AthenaGoddess of wisdom. Daughter of Zeus. Patron of household crafts. City god of Athens. Among her many gifts to her namesake city-state was an olive tree.
AthensMost famous of all the city-states of ancient Greece. Birthplace of democracy and, at the same time, home to several tyrants. Home to great philosophers and the Academy. Home to the Festival, an annual dramatic showcase. Home to giant fleet, which helped defeat Persia. Rivalry with Sparta led to Peloponnesian War, which ended in a Spartan victory. Athens was home to the great philosopher Socrates. His pupil Plato founded his Academy near Athens, and Plato's pupil Aristotle founded his Lyceum nearby as well. Athens was also home to historians, scientists, mathematicians, and other great thinkers.
CleisthenesFamous archon who instituted major reforms that led to Athenian Democracy. One of his reforms was that any free man living in Athens or the surrounding area was a citizen. Before that, in order to be a citizen, a man had to be born in Athens to parents who were born in Athens. Cleisthenes also instituted the Council of Five Hundreds, a representative body charged with evaluating government proposals.
ComedyGreek form of play that was basically either farce (physical humor like people falling down) or satire (poking fun at important people). The most famous early comedy writer was Aristophanes.
CorinthCity-state that saw its share of cultural achievements and wars. It was situated between Athens and Sparta and so saw the brunt of action between those two. Corinthian troops fought in both the Persian Wars and the Peloponnesian Wars. In the latter, they fought against Athens. Corinth also gave its name to the third and most ornate style of column, the Corinthian column. Colonists from Corinth also founded the city-state of Syracuse, far to the west on the island of Sicily.
CreteIsland that spawned the Minoan civilization, the first great civilization in the Aegean world. One of the more famous Minoan kings was Minos, whose palace at Knossos was a wonder of architecture. As the ancient Greeks became more powerful, they absorbed the Minoan civilization into their own.
CyrusFounder of Persian Empire. He did this by conquering his neighbors, including the Lydians, Parthians, and Medes. He solidified his power by naming his rivals satraps, or sub-kings, each of which ruled one province in Cyrus's name. He was succeeded by emperors who wanted to conquer Greece, among them Xerxes the Great and Darius the Great.
DariusOne of three Persian emperors. The first was known as Darius the Great. He it was who invaded Greece in the first Persian War. The Greek victory at Marathon ended his hopes of a quick victory. Darius II played a part in the defeat of Athens in the Peloponnesian War by aiding Sparta both openly and secretly. Darius III is the one who was defeated and conquered by Alexander the Great.
Delian LeagueOrganization of island city-states and Asia Minor colonies formed after the Persian Wars to protect against future Persian invasions. Headquarters was in Delos, an island colony in the Aegean Sea. Athens eventually took over the Delian League and used it to further its ambitions for empire. The result was unrest and, eventually war–the Peloponnesian War.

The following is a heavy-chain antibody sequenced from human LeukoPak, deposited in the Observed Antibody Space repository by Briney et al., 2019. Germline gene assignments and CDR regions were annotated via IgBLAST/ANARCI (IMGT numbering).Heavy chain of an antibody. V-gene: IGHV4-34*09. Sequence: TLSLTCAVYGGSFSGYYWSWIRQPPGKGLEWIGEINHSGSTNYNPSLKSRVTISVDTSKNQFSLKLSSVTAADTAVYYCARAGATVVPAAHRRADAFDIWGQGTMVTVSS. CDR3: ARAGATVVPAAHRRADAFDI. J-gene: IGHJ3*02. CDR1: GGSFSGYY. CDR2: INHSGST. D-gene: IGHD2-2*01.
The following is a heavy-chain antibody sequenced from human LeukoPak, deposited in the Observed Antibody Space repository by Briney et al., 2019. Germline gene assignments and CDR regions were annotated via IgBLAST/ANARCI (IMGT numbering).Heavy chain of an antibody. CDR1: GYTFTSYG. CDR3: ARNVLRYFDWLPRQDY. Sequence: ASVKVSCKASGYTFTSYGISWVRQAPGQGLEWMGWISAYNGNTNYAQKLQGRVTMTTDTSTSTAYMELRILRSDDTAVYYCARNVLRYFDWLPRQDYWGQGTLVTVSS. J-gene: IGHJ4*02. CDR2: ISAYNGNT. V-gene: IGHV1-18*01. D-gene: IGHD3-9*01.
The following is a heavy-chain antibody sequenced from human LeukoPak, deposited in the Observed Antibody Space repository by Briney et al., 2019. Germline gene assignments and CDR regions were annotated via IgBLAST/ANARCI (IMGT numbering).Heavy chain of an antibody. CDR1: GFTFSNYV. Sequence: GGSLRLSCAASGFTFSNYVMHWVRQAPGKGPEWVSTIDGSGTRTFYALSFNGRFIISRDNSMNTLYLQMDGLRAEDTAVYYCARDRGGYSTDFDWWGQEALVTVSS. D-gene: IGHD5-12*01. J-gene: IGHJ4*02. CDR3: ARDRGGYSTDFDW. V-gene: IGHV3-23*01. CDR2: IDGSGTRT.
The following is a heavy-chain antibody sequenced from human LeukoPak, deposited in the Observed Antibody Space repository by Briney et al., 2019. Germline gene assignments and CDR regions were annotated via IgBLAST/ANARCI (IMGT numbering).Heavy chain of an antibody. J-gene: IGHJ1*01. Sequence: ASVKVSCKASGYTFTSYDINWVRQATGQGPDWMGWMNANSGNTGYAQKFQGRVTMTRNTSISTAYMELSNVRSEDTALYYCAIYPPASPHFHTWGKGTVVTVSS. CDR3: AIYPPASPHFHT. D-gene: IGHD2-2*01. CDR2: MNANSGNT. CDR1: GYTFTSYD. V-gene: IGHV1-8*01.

DelphiFamous Greek city-state known for its Oracle and Temple of Apollo. The head priestess was called Pythia, and the Pythian Games (something like the Olympic Games) took place in Delphi every four years. Delphi was a focal point in the Persian Wars because of its location.
DemeterGoddess of crops. Giver of grain and fruit. As the provider of agriculture, she was one of the Greeks' most important goddesses.
DemocracyGovernment that professed to be representative. Began in Athens. Citizens of Athens could vote for their leaders and on other government proposals. But not everyone was a citizen. Also included principle of ostracism, which allowed citizens to vote to expel a person from Athens.
DemosthenesGreat speaker who made a name for himself by speaking out against things and people, among them Philip and Alexander. As a youth, he had a speech impediment. He practiced his orations by speaking with pebbles in his mouth and by shouting to be heard over the ocean waves.
DionysusGod of fertility, joyous life, and wild things. He is also said to have given King Midas the "golden touch."
DracoFamous archon whose set of laws were harsh and unforgiving. The penalty for many offenses was death. Such harsh laws were said to be "draconian," a word that exists to this today. Still, his achievement was putting all the laws in place and writing them down, making them known to everyone. And some of those harsh laws were aimed to curb the powers of tyrants.
EratosthenesGreek mathematician and scientist who did many incredible things. Among them was his calculation of the circumference of the Earth. He also invented a helpful method of calculating prime numbers. And he did all this without a calculator! It was the second century B.C., after all. He was also a geographer who drew a famous world map, and he was for a time the librarian at the famous Library of Alexandria.
EuclidGreek mathematician who is called the "father of geometry." His famous book Elements lays out the foundation of much of what we today call Euclidean geometry. He studied at Plato's Academy in Athens and later taught at Alexandria.
EuripidesThird great Greek playwright. He wrote about 90 plays, of which 18 survive. He introduced more real-sounding characters, complete with psychological and thoughtful reasons for their actions. Among his famous plays are Medea, Hippolytus, and The Trojan Women. Euripides won several First Prizes at the City Dionysia, the annual drama Festival in Athens.